It's back: filling out brackets because Fuck Cancer, courtesy of the ever-chipper Bam D. Woodchipper, @Bam294. You may remember the March Madness challenge that Bam coordinated in memory of her friend Chris Maki. So many of you all stepped up, filled out some brackets, and made a difference for his family. Because you are all AWESOME! But enough flattery.
There's MORE to be done, folks. This year, Chris's wife is participating in the Ride to Conquer Cancer to benefit Penn Medicine's Abramson Cancer Center. Coincidentally there is also a sporting competition going on! Bam had a super idea - a World Cup pool to raise money for Jill's ride!!
Here's how it works: go to Jill's donation page and give $5 (you can give anonymously). Then go sign up for the pool and pick who you think will win in each of the group games. I know they have already started, but we'll just pick up from here. After group play, go back and fill out the bracket for the knockout round. You get 1 pt for each game you pick during group play, 2 pt for round of 16, 3 pt for round of 8, 4 pt for semifinals, and 5 pt for picking the champion. The winners will get bragging rights (of course) and some amazing home-baked cookies made special for you by the most-awesome Sugar Scientist. Who knows what other delightful rewards might show up?
You can't win if you don't play!
So the NIH has decided they want to try to minimize the effect of bias in peer review. That doesn't sound like a shitty idea, right? No. But apparently a lot of jag-offs couldn't stop themselves from starting in on the comments section. Many were "insulted" that anyone would accuse them of bias. Or wanted to make sure everyone knew that the only real bias was the kind that ended up tanking their proposals. Sigh. I don't even know how this could be a thing. Peer review is done by humans. Human are biased because of their previous experiences and their interactions with the culture and society in which they live. You don't have to be a fucking psychologist/sociologist to know this. You just have to have a few working neurons that can fire coherently and generate thoughts. Seriously, if this is hard for you then you DEFINITELY need to head over to DrugMonkey's blog to read the guest post by MyTChondria (who has a shit-ton of very active and coherent neurons, ftr).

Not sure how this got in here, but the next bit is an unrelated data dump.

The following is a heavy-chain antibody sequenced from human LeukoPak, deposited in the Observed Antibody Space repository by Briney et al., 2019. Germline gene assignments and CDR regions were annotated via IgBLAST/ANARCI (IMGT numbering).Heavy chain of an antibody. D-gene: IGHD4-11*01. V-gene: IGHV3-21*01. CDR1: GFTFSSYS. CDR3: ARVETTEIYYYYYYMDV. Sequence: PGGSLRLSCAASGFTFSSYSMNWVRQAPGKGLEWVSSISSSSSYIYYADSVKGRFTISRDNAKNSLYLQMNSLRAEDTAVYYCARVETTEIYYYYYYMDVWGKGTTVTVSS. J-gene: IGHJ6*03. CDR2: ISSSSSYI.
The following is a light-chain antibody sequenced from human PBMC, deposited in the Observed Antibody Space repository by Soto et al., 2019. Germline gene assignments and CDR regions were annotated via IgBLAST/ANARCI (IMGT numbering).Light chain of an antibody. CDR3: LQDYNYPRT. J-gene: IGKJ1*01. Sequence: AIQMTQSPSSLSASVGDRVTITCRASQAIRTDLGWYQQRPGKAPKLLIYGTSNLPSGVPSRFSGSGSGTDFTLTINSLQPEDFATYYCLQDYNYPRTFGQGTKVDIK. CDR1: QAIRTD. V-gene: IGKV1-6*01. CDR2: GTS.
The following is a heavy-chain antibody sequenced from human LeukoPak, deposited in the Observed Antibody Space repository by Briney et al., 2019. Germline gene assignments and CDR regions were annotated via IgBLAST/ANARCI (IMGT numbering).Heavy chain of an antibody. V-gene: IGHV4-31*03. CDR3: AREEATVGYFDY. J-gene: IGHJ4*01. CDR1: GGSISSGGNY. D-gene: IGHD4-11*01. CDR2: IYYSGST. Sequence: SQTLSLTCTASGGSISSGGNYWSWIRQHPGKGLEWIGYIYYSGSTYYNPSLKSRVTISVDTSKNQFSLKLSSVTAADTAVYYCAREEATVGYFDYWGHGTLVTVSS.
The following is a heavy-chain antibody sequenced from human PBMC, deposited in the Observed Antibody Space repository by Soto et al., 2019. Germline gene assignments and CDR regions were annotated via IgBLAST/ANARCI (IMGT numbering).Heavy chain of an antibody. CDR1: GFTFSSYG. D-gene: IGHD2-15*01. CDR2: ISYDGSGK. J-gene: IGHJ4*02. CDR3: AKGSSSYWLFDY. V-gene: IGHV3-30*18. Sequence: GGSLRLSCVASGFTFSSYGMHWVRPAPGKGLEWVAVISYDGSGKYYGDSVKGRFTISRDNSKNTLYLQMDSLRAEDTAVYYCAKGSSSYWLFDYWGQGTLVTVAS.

I just have a couple things to add to some of the commenters over at Rock Talk. Beyond the obvious "pull your heads our of your assess, people!", of course that is addressed so well by MyTChondria.
1. If reviewers are repeatedly making "factual errors" when they review your grant, you might want to reconsider how you are writing your grant. Sure, reviewers will make mistakes (they are human, remember?). But it is a hell of a lot easier for a reviewer to be confused if you writing is jumbled, rambly, or incoherent.
2. There are not enough people with more than 3 R01 that limiting the number of awards would make a big difference. And if someone is smart enough and has enough ideas and resources to manage more than 3 grants, then why would we discourage them? There are a lot of places where it takes 2 R01 equivalents to run a minimal lab (soft money positions in particular). I know DrugMonkey has gotten into this before (for example, here).
3. Full-time reviewers. Seriously?!?!??! Who would take this job? No doubt they would never make mistakes. I assume that no one will be complaining about these "professional reviewers", same as everyone loves the non-academic journal editors. Can't have it both way, folks.
I just can't even understand how so many "scientists" can get their collective undergarments so twisted up over this topic. Come on folks. We're better than this.